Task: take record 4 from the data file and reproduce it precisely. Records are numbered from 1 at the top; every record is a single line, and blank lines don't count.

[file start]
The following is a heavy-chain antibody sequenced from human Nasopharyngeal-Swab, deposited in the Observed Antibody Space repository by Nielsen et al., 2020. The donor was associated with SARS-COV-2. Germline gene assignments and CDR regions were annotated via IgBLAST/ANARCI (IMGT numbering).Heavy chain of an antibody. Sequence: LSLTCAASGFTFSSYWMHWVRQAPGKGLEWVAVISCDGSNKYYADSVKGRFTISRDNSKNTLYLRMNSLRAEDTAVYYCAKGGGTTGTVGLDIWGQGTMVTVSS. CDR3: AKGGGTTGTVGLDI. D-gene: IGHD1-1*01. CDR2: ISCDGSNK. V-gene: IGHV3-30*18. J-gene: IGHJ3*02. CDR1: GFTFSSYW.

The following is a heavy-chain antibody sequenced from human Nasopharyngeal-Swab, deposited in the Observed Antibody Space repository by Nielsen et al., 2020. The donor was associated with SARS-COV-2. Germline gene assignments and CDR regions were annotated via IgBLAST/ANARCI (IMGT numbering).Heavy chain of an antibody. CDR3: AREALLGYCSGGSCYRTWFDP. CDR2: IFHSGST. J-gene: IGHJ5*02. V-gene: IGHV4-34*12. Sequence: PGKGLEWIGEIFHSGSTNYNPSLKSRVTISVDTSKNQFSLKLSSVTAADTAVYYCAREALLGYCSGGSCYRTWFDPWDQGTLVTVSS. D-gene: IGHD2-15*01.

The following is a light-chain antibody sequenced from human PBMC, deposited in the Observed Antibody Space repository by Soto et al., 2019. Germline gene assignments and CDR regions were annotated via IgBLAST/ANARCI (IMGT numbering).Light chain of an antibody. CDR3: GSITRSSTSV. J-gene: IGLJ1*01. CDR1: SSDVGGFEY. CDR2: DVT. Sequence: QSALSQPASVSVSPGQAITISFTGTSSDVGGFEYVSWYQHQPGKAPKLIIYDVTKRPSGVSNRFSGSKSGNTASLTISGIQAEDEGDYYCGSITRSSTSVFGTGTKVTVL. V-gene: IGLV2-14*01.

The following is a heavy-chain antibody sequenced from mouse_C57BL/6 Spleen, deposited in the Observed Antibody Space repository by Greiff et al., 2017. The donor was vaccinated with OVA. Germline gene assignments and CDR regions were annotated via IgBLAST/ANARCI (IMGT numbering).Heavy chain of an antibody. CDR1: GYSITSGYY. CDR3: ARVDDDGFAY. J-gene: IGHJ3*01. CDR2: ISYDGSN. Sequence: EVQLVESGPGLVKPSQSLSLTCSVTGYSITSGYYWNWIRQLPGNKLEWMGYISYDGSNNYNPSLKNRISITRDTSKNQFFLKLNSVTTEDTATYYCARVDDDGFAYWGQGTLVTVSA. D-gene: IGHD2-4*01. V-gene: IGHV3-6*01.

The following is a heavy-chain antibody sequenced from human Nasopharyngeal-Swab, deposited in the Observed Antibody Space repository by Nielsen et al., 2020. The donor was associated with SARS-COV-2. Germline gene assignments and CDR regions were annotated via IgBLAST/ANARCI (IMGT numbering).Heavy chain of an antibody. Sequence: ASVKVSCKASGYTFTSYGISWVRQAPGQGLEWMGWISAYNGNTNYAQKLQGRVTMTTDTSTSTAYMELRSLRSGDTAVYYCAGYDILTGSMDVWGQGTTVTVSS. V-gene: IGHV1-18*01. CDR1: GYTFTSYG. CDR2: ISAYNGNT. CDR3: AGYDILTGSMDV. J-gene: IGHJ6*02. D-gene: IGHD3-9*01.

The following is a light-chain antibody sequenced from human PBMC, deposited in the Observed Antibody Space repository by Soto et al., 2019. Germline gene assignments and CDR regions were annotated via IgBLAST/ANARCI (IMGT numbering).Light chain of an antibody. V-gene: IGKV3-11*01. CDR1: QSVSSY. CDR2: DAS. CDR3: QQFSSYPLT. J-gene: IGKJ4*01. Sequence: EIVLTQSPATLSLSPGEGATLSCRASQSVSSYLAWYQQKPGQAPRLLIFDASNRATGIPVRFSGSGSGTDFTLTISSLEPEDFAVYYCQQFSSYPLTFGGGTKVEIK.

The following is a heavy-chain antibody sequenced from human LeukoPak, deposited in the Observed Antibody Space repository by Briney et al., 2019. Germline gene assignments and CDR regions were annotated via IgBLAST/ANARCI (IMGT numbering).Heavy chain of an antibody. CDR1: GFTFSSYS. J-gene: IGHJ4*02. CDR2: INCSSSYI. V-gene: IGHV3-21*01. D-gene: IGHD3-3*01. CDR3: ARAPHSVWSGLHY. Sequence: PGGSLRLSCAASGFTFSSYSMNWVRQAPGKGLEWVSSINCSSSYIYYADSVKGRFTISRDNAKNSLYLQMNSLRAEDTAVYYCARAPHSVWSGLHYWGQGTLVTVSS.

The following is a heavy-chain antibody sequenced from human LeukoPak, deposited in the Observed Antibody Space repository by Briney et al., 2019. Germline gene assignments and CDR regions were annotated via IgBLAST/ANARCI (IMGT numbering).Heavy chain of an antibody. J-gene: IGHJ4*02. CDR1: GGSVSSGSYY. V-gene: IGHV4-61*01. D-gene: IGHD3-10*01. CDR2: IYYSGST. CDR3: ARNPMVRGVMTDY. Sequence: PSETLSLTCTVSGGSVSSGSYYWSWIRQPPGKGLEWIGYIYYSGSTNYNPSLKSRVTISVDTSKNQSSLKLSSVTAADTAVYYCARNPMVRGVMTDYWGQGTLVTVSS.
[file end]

The following is a heavy-chain antibody sequenced from mouse_C57BL/6 Spleen, deposited in the Observed Antibody Space repository by Greiff et al., 2017. The donor was vaccinated with OVA. Germline gene assignments and CDR regions were annotated via IgBLAST/ANARCI (IMGT numbering).Heavy chain of an antibody. CDR1: GYSITSGYY. CDR3: ARVDDDGFAY. J-gene: IGHJ3*01. CDR2: ISYDGSN. Sequence: EVQLVESGPGLVKPSQSLSLTCSVTGYSITSGYYWNWIRQLPGNKLEWMGYISYDGSNNYNPSLKNRISITRDTSKNQFFLKLNSVTTEDTATYYCARVDDDGFAYWGQGTLVTVSA. D-gene: IGHD2-4*01. V-gene: IGHV3-6*01.